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NEW YORK CITY-Thursday’s resignation by Elliot Sander, executive director and CEO of the Metropolitan Transportation Authority, was first offered to New York Gov. David Paterson earlier this year in anticipation of legislation that combines the chairman and CEO positions at the MTA, according to sources at the transit agency.

Sander’s resignation, accepted May 7 by the governor, is effective May 22. The move ends a tenure that started back in January 2007, when he was appointed by then-Gov. Eliot Spitzer. While in charge of the system with its 70,000 employees, Sander oversaw the integration of the MTA’s three bus companies, the merging of back office functions across seven agencies and the introduction of line general managers on the subway system.

Once it became apparent the devastating recession with its free fall in real estate tax revenue would injure the system’s finances, Sander stood at the helm as the MTA board was forced to pass its “doomsday” budget. But that budget–first grimly pedaled in March–was then utilized as a warning to Albany lawmakers that a huge chunk of financial intervention would be necessary.

MTA leaders, Paterson and Assembly Speaker Sheldon Silver initially supported the plan crafted by a commission headed by former MTA head Richard Ravitch, known as the Ravitch Plan. That plan involved a series of taxes, bridge tolls over the East River and Harlem River bridges and modest fare increases that the plan said would close MTA’s billion-dollar-plus budget gap.

But the plan became the source of a contentious funding battle that stoked longstanding passions about bridge tolls, outer borough resentment and other inter-regional tax spats as debates grew increasingly shrill over who got bigger pieces of revenue pie. Meanwhile, the public’s anxiety and anger increased daily as threats of deep service cuts and steep fare hikes were detailed daily in headlines set against a backdrop of Albany bickering.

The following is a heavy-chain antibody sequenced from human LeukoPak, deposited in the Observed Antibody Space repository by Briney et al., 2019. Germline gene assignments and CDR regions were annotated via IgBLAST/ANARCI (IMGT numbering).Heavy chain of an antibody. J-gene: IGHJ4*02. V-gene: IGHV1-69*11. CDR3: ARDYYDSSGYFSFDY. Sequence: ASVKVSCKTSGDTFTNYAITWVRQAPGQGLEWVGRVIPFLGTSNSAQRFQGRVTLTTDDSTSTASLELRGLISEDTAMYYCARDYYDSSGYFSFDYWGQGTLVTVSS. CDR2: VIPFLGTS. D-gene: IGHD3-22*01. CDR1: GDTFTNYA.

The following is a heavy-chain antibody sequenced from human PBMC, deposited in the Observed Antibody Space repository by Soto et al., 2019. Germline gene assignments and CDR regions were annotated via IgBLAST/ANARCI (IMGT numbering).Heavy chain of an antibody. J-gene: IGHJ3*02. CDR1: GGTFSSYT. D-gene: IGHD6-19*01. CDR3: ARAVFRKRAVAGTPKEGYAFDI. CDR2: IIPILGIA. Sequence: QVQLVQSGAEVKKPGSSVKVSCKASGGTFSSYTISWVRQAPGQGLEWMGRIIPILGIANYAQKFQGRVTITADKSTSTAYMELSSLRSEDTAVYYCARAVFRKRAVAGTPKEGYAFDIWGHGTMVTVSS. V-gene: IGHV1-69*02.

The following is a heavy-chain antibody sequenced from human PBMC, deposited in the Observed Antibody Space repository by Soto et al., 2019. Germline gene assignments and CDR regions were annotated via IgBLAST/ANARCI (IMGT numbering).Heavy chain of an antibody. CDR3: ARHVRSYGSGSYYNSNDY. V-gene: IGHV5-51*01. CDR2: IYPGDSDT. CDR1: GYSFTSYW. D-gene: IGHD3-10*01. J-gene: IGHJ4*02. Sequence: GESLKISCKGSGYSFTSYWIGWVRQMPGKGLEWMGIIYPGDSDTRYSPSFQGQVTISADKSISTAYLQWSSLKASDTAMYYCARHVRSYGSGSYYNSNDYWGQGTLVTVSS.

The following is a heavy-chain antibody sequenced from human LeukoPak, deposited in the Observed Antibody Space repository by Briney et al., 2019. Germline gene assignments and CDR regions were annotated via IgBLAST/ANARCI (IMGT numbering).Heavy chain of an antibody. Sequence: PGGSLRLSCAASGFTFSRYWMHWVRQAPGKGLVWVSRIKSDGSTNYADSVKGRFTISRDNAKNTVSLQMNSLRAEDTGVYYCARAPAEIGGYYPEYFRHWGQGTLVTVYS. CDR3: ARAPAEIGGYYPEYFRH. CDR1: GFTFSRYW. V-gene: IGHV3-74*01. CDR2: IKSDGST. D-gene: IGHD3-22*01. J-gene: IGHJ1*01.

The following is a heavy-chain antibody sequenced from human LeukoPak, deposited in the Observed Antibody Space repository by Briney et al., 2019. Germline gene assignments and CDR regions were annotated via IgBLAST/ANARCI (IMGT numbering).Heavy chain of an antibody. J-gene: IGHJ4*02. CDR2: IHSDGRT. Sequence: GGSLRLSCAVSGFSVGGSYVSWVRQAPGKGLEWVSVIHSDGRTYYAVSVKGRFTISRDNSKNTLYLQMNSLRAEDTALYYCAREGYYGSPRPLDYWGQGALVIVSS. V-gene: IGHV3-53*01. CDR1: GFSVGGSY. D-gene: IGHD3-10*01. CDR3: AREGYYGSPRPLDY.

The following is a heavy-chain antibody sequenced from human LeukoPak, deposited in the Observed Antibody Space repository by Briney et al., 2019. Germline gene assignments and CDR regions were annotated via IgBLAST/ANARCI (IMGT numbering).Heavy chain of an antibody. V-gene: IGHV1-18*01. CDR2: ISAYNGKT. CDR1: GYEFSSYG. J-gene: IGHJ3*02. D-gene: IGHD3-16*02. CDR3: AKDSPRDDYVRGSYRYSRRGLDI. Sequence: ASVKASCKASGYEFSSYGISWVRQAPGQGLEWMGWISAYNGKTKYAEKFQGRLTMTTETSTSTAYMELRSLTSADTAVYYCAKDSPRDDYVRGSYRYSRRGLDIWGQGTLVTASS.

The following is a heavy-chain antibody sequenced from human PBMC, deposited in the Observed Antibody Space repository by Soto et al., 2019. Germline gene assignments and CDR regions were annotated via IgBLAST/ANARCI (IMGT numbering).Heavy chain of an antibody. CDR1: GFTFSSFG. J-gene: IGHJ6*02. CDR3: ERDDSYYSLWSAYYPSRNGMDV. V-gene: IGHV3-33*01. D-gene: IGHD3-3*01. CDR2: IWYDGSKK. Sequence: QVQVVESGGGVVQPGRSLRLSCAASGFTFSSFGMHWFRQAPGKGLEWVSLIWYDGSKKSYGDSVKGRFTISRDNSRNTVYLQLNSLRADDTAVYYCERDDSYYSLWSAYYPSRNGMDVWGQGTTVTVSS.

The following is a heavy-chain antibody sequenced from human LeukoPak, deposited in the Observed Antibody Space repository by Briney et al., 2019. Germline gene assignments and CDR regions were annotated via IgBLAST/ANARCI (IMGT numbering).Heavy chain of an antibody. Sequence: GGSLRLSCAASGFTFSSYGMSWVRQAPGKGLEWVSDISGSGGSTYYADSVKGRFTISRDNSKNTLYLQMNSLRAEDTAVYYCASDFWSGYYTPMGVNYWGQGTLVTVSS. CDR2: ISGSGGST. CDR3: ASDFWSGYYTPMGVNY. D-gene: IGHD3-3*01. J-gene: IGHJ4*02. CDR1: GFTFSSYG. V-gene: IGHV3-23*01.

In the end, a deal was reached, and on May 7 Paterson signed the rescue bill. For now, it staves off the “doomsday” fare hikes and service cuts Sander had warned about, but does include stipulations on governance of the agency, including the combination of the two top jobs at the MTA. H. Dale Hemmerdinger, president of Atco Properties and Management, reportedly will leave his unpaid position as chairman of the MTA’s board next month. Calls to Hemmerdinger for comment were not returned by deadline.

One of the more audible opponents of the original Ravitch plan was State Senate Majority Leader Malcolm Smith of Queens, who says the public should not be “misled” by Sander’s resignation. “The MTA was a mess long before Lee Sander became its CEO,” a spokesman for Smith tells GlobeSt.com. “With the reform package the senate passed which features a provision for a forensic audit, we will have the tools to get at the guts of the MTA’s problems and clean up their mess.”

In a statement from MTA, Sander begs to differ, saying he’s “tremendously proud of our accomplishments making the MTA a leaner, more efficient and effective organization.” He adds that “each of the MTA’s agencies is performing at peak levels.”

Among supporters of long-term capital improvements, praise was directed at Sander. In a statement, New York Building Congress president Richard Anderson says that Sander has devoted equal and unyielding attention to the system’s immediate operating needs and its considerable long term capital needs.” He adds that Sander “has worked exceptionally well with all the varied constituencies that rely on a dependable transit network.”

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